These results showcase that bigger the model size, higher will be the accuracy of the model on multitasking tests. To test this theory, they also compared the UnifiedQA models, which displayed accuracy of 38.5% without any fine-tuning. Thus it has been less accurate than the few-shot GPT-3 XL but more accurate than zero-shot GPT-3 XL.
It has further been proved even the smallest UnifiedQA model with just 60 billion parameters has better accuracy of 30% than others. Thus, it has been established that model size can play a significant part in achieving the accurate performance of the model.
With that being said, it’s not the only criteria for achieving the highest performance in a language model. Here, the researchers have decided to compare disciplines for testing accuracy. It has been discovered that GPT-3 has uneven accuracy and several substantial knowledge gaps.
Evaluating it on all 57 tasks, researchers noted that GPT-3 doesn’t grasp knowledge as humans do; instead, it has its own unusual order to follow. It showed below expert-level performance for the tasks, ranging from 26% for college chemistry and 69% for US foreign policy. And overall, GPT-3 displayed poor results on severe procedural problems.
Further breakdown on each task — the GPT-3 showed less accuracy for STEM subjects like maths and calculation over the ones which required verbal knowledge. A lot of this could be attributed to its capability of acquiring more declarative learning than procedural learning. While it exhibited 47.4% accuracy for college medicine and 35% accuracy for college maths, it lowered down its accuracy to 29.9% when it comes to elementary maths with more calculations.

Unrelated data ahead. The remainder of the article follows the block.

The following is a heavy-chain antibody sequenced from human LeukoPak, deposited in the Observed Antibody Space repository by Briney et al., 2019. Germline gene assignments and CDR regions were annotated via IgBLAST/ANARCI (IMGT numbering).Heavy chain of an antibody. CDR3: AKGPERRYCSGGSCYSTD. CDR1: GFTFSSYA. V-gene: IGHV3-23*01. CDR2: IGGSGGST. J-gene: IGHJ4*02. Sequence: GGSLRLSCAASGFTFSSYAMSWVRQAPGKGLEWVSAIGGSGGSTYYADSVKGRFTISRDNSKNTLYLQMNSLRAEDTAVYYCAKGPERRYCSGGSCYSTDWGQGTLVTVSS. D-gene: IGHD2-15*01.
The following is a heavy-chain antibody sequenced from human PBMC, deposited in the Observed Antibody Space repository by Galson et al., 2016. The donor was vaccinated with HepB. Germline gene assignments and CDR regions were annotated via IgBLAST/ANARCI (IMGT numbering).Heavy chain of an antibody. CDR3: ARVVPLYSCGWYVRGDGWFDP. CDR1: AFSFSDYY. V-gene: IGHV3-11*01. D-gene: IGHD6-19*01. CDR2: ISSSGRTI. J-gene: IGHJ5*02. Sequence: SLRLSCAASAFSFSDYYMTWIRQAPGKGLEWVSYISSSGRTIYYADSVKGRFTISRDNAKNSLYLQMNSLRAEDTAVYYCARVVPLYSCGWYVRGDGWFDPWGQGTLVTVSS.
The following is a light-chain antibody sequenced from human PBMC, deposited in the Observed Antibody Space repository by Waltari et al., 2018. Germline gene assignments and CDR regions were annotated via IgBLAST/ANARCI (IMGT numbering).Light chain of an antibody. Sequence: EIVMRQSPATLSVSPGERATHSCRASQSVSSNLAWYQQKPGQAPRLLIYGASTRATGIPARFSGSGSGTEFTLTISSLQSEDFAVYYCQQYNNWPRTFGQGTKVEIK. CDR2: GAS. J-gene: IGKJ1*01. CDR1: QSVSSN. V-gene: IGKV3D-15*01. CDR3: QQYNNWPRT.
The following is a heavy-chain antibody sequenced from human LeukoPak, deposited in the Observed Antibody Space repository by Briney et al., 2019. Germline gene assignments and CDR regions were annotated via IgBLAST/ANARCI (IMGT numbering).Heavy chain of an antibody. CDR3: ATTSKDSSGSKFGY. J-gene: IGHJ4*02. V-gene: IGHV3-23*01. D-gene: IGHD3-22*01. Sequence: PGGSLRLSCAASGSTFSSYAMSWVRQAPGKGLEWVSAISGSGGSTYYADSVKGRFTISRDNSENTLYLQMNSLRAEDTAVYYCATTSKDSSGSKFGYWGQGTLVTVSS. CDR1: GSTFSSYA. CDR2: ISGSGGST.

Additionally, the researchers evaluated the calibration of GPT-3, which was critical to trust its prediction by testing its average confidence for estimating actual accuracy for the tasks. Here, the researchers found that GPT-3 isn’t calibrated and thus providing miscalibrated forecasts with an error of 19.4%. Therefore they believe that there is an immense opportunity for improving the model calibration.
With 57 designed tasks, the researchers aimed to measure the multitasking capabilities of GPT-3 however after experimenting and evaluating it has been noted that it is very novel for the model to make meaningful progress on the test and have lopsided performance without excelling at any. Not only GPT-3 showcased low accuracy for calculation-based tasks but also for social-based tasks including morality and law.
Thus it can be said that while GPT-3 comes with an extensive breadth of knowledge, it doesn’t master any single subject, and comes with many knowledge blindspots with uneven accuracy. With this proposed benchmark, the researchers aimed to help others in pinpointing the limitations of models and making it possible to get an accurate view of its SOTA capabilities.
Read the whole paper here.
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Sejuti currently works as Senior Technology Journalist at Analytics India Magazine (AIM). Reach out at email@example.com